Tic Tacs 

Lunch time recently I was in a liquor store , buying a sandwich, not liquor. In front of me in the check out line is a big, red-faced guy. I can see he's a heavy drinker; easy to spot; red faced, puffy, defocussed eyes, capillaries. I look down at the counter in front of him. He is buying 2 one-liter bottles of bourbon and a small box of Tic Tacs.

It strikes me that this is a perfect illustration of the kind of insane thinking and denial of reality that infects the life of the active addict.

The visual strikes me as very funny, two huge bottles of liquor and a little tiny box of mints. My first instinct is to laugh, the way folks do at AA meetings when someone tells a particularly bizarre drinking story. And I do laugh, but silently and to myself. Then some compassion kicks in. This is not an AA meeting.It is not an anecdote from someone's lurid past. This is happening in the present, and this man is suffering.

Granted, I don't know this for a fact. He could be buying the whiskey for a party, and the Tic Tacs for his teenage daughter. But he's not buying any chips and dip to go along with the booze. My initial impression is likely the truth. He has a belief that a few mints will mask the odor of massive quantities of bourbon whiskey. He needs to believe this. He needs to drink, and he needs to hide it from his boss, his wife, his kids, law enforcement and pretty near everyone else. So he has a solution, a little box of Tic Tacs.

It is well known in addiction counseling that an addict will likely do the minimum possible and hope to achieve the maximum result. Once an addict reaches a point where his life is intolerable he usually has just one goal: How do I get well without giving up my addiction?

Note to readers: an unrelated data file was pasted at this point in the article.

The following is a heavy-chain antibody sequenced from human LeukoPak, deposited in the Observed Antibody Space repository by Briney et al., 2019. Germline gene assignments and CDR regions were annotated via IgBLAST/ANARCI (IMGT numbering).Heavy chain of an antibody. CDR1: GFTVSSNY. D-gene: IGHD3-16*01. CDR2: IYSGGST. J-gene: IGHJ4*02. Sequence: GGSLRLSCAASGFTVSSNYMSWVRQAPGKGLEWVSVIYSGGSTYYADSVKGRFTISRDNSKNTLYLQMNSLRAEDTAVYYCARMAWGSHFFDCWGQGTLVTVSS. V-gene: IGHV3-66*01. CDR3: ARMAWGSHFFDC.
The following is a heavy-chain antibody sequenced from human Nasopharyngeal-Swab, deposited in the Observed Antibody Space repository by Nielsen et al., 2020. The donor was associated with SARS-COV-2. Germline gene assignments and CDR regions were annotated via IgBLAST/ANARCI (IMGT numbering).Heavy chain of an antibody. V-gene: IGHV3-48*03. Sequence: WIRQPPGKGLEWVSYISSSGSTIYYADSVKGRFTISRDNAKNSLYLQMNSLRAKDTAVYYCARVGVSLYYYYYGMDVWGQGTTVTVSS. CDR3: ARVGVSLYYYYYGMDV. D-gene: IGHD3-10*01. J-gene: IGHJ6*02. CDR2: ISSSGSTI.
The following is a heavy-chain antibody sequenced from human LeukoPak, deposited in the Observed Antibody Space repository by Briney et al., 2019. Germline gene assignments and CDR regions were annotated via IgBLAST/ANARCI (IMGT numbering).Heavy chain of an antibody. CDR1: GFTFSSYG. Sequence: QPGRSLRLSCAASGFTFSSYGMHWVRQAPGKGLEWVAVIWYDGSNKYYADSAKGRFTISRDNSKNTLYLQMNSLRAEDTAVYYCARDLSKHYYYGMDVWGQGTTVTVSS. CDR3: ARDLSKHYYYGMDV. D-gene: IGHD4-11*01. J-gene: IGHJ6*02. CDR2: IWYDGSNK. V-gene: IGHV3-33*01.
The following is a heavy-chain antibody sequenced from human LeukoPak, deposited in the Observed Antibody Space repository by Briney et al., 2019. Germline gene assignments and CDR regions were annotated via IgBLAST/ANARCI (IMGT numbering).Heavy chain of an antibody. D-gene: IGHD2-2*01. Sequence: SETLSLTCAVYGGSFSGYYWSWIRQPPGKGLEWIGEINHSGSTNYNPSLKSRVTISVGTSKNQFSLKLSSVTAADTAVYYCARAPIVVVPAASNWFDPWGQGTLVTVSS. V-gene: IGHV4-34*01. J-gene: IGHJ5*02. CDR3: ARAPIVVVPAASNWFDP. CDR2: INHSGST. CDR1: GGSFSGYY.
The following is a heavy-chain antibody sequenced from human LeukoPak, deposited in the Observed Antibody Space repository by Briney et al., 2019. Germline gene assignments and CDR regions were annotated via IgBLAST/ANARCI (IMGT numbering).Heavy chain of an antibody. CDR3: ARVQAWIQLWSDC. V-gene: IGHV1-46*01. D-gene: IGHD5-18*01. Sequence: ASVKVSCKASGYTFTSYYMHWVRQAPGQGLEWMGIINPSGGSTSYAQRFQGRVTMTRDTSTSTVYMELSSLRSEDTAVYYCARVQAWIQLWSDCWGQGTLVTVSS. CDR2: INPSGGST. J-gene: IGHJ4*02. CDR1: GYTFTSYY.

This is easy to understand. The addiction is his best friend. In many cases it is his only friend. From his perspective, it is the only thing keeping him going. To imagine a life without that friend is terrifying. This is the addictive cycle; the only antidote the addict has for the pain of his existence is the very thing that is making that pain intolerable.

To move from this hopeless place requires a shift, a small change in perspective. It doesn't require the room to fill with light, or a stunning new understanding of life, but only a faint glimmer of hope, a wisp, a notion, a momentary failure of the defensive system that allows in the thought that there may be another way to feel OK, just possibly. Without any real belief or confidence, if he can say, “Well shit, I guess I could give it a try.” This is the beginning of recovery for many addicts.

My hope for this man is that one day he can recount this story with some sober friends, conjuring up the image of the two large bottles of booze and the tiny plastic box of Tic Tacs, and laugh at himself for the way he behaved back in the day, when he was drinking. And his friends will laugh along with him.//

© Tim 2015